re: Lightwire Debuts Its Silicon Photonics Dear craig, hello & Agutteh Moshiach Voch & Shavua Tov, & a few good made points, but i the wall street rabbimarketmaker & optio photonic analyst, has been sitting on his tuchis, glued to the seat off his pants, very carefully watching & trading these $emi-Jr's, for the longe$t...when i $hould have been $horting all of them like crazy, i.e. for more then a decade...so the rea! million U$D que$tion i$, are any of the$e baby'$...ever going to make a hone$t long buck, rather then ju$t being eventually con$olidated or just plain written off as another huge debackle lo$$ to the average inve$tor...even some novel good faith $mall cap companys $tocks are going into the aby$$e$ a$ we $peak, as true novel technology$ are just $urfacing...i.e. Lumera Receives Order and Enters into Agreement with Lockheed Martin BOTHELL, Wash.--(BUSINESS WIRE)--Jan. 29, 2008--Lumera Corporation (NASDAQ:LMRA), a leader in the field of photonics communication, announced today that it has received a purchase order from Lockheed Martin for Lumera's high electro-optic activity materials. The term of the existing agreement was extended through December 31, 2009, during which time Lockheed Martin will advise Lumera of its intentions regarding a commercial license for the materials.

"We are pleased that Lockheed Martin is interested in our polymer materials and that the materials performed as anticipated," said Dr. Raluca Dinu, director of Lumera's Electro-Optic Business Unit. "We look forward to continuing a long-term relationship with Lockheed Martin."

Lumera Corporation Announces Order for 100 Gbps Modulator,Revolutionary Modulator is First of Its Kind in the World

BOTHELL, Wash.--(BUSINESS WIRE)--Nov. 1, 2007--Lumera Corporation (NASDAQ:LMRA), a leader in the field of photonic communications, announced today it is now readying for launch its 100 Gbps electro-optic polymer modulator that will become the first known modulator in the world to transmit at 100 Gbps data rates. Additionally, Lumera announced it has received an order from a well known research institution for the modulator. Specific terms of the contract were not disclosed.

Earlier this month, the company introduced its 40 Gbps modulator and indicated that market dynamics were quickly shaping to support its upcoming 100 Gbps product. Lumera sees bandwidth demand increasing rapidly as system designers are developing higher bandwidth networks to meet market requirements.

The market opportunity for a polymer solution rests in the material's ability to optimize bandwidth while keeping power needs, and resulting heat, at low levels. This is something that existing crystalline materials cannot accomplish efficiently.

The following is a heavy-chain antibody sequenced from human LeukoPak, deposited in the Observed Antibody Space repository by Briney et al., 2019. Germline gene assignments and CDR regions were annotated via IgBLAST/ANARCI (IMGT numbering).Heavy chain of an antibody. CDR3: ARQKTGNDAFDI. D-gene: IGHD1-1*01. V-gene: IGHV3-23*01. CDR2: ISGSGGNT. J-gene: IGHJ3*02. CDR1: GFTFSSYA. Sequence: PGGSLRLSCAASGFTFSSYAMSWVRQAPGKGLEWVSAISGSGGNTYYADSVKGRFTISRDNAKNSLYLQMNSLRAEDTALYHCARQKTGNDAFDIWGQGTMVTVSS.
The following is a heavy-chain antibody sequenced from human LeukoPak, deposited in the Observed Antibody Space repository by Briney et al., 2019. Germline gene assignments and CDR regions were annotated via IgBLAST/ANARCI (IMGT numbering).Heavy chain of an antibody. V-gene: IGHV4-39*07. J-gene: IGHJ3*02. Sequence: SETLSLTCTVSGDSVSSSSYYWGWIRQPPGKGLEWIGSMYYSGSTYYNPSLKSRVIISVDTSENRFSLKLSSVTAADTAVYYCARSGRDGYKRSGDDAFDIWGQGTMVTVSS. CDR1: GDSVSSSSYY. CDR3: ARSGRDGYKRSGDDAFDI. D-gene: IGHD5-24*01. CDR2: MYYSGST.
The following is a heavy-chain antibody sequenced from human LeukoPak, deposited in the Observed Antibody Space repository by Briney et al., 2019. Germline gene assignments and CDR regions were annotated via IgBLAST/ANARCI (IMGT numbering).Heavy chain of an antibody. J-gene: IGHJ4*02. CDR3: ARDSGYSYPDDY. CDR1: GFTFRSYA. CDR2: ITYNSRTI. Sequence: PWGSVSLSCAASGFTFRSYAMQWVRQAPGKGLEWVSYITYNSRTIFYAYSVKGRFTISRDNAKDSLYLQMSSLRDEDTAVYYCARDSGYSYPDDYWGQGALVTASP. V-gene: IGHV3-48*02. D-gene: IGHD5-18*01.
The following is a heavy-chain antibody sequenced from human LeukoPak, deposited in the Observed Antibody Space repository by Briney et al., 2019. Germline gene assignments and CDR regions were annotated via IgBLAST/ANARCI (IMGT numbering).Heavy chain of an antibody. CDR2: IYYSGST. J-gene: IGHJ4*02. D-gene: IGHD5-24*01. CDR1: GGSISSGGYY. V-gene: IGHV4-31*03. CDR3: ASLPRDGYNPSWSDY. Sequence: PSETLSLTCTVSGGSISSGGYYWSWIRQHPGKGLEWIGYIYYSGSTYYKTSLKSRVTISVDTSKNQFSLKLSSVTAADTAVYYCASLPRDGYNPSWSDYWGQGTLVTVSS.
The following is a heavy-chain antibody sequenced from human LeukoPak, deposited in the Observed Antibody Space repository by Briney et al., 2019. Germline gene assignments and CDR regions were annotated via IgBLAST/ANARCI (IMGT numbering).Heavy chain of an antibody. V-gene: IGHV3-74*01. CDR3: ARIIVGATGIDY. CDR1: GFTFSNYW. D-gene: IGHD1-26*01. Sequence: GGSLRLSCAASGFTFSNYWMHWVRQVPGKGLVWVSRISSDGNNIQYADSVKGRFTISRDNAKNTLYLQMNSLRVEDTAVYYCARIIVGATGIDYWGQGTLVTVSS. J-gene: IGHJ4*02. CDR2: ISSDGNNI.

Professor Larry Dalton, an award-winning professor at the University of Washington and a global expert in the development of electro-optic materials, believes that the time for a shift to a disruptive technology such as electro-optic polymers is now at hand.

"For modulators based on crystalline technologies the bandwidth is compromised as you lower the driving voltage," said Dr. Larry Dalton. "To solve this dilemma, Lumera's electro-optic polymer modulators are the best and, right now, only known solution, as they offer simultaneously low driving voltage and extremely high bandwidth."

"We are at the crossroads of a significant shift occurring in the way communications networks are built," said Dr. Joseph Vallner, interim CEO of Lumera. "As communications demands continue to increase, the adoption of polymer technology as a reliable alternative to crystalline materials will become critical. Lumera expects to be a leader of that evolution."

For its part, Lumera expects to aggressively market the unique value proposition of its modulators to system developers by demonstrating that polymers are a superior and reliable alternative to crystalline materials.



About Lumera, Lumera is a leader in photonic communications. The company designs electro-optic components based on proprietary polymer compounds for the telecommunications and computing industries. For more information, please visit www.lumera.com.

so craig or any-warm-body else, who may have anything to add to all this...$peculation, when i look back on rea! life times...& options, that iv "could of & would of, & $hould of..." been in $in city, & at the very lea$t...enjoying & $elf gratifying myself @ the craps tables, with a few nice satanic bimbos...& again, at least in the end, i would of come out, with no pun intended...ahead of the game...$halom!
Pete Baldwin 12/5/2012 | 3:47:09 PM
re: Lightwire Debuts Its Silicon Photonics No, there isn't. ... they're using a continuous wavelength laser (so it's not 10G or 2.5G or, technically, any speed). And CW lasers, from what I understand, come pretty darn cheap -- I think Albuquerque was saying $1 to $10, vs. $50 to $500 for a 'real' 10G laser.
DarkWriting 12/5/2012 | 3:47:07 PM
re: Lightwire Debuts Its Silicon Photonics I guess it's time for the grammar lesson again.

There is no such phrase as "could of". It's could've or could have!!! For chrissakes, aren't there any educated people on these boards?

DW
rahat.hussain 12/5/2012 | 3:47:06 PM
re: Lightwire Debuts Its Silicon Photonics Help me here - do we need the 27th transceiver company competing against the Asian vendors? (I don't care what technology they use or how exciting the stealth piece)

Is there money to be made in this space? Can we not let the big boys (Excelight, Opnext, Cyoptics, Intel, Finisar) fight it out?

Luxtera, Lumera, Lightwire - what L's can we offer to this dying industry? :-)

odo
lightdim 12/5/2012 | 3:46:59 PM
re: Lightwire Debuts Its Silicon Photonics >Luxtera, Lumera, Lightwire - what L's can we offer to this dying industry? :-)

I think the L stands for more LOSS :-)

Lightdim
lghtnup 12/5/2012 | 3:46:46 PM
re: Lightwire Debuts Its Silicon Photonics I don't care to much for their first product. What I do care about is the technology. Could this be used to integrate large scale photonics? Could this be a better and even cheaper Infinera some day?